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Feb 4, 2007 10:54 PM

Chicken giblets and lamb stock

I made Ragu de' Nobili and a lamb curry from Kashmir over the weekend and was looking for chicken giblets and lamb stock in San Diego. I looked at WholeFoods, Bristol Farms, asian and indian supermarkets but couldn't find them anywhere. I was able to substitute them but will need them in the future. Does anybody know where to find them in SD ?

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  1. Try the persian market on convoy for the lamb stock and I have seen chicken giblets at almost every abc supermarket in the area.

    1. Honkman, can't help you on the lamb stock, except maybe you might want to make your own. For chicken giblets, about 100 or so yards south of the intersection of El Cajon Blvd. and Euclid is an Asian butcher. They've got every part of the bird you could possibly want. Even though the butcher shop is Asian, the very large sign on top of the building is in good old Spanish and says something like "POLLO, PATOS VIVOS Y FRESCOS".

      Yes, this is a live butcher and you need to be very specific about what you order. They take you quite literally. I said I wanted a whole chicken and that's exactly what I got, feet, head, beak and all :-). English is spoken, but not particularly well.

      2 Replies
      1. re: DiningDiva

        Thank you, Diva. I've driven right by this place dozens of times. I didn't realize they offered fresh chickens. Sure beats driving to China Town in LA.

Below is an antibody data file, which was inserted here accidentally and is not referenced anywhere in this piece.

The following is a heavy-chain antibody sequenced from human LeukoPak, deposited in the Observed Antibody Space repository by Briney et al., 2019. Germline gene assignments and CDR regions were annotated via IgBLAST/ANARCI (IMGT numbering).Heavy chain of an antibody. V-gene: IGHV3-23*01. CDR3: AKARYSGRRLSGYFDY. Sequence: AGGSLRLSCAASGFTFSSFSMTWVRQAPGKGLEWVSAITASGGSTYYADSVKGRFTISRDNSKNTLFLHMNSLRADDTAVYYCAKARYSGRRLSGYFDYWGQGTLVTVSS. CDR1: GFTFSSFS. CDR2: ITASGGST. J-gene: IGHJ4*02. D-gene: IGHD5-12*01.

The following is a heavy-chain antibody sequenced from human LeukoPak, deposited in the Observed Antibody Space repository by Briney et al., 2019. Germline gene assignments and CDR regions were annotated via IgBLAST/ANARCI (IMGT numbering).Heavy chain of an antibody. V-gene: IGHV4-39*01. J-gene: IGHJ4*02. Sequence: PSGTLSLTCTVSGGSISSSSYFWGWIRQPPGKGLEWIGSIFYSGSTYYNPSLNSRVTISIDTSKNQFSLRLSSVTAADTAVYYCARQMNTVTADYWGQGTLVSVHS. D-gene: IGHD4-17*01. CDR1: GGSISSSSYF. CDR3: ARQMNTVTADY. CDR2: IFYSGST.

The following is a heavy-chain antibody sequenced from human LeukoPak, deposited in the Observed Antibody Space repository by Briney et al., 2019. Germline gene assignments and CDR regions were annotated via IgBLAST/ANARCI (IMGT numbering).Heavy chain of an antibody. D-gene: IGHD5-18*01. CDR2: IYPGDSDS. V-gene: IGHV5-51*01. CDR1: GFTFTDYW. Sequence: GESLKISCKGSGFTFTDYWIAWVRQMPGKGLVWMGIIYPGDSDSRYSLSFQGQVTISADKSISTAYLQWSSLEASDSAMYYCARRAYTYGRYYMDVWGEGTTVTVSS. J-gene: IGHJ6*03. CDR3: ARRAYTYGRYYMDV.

1. re: Joseph

          Joseph, there is a very large picture window in the retail part of the shop that lets you see directly back into the butchering area. My grandparents owned and operated a poultry ranch for 30+ years. The aroma of the slaughter and butchering process is distinctive if not pervasive. And it does permeate this place.

          That said, the bird I got from them was not particularly good. At the time I chalked it up to my not being specific enough about what I wanted. They gave me a large bird that I ended up roasting. It didn't dawn on me until later on that what I got was what my grandmother always called an "old hen". Old hens take better to stewing and other moist cooking methods, not roasting or frying. Needless to say, my roasted old hen, though very fresh, was more than a little tough.

          If you go, make it clear what you want or what you intend to do with the bird, or you'll end up like I did with a specimen that isn't exactly suited to the final dish.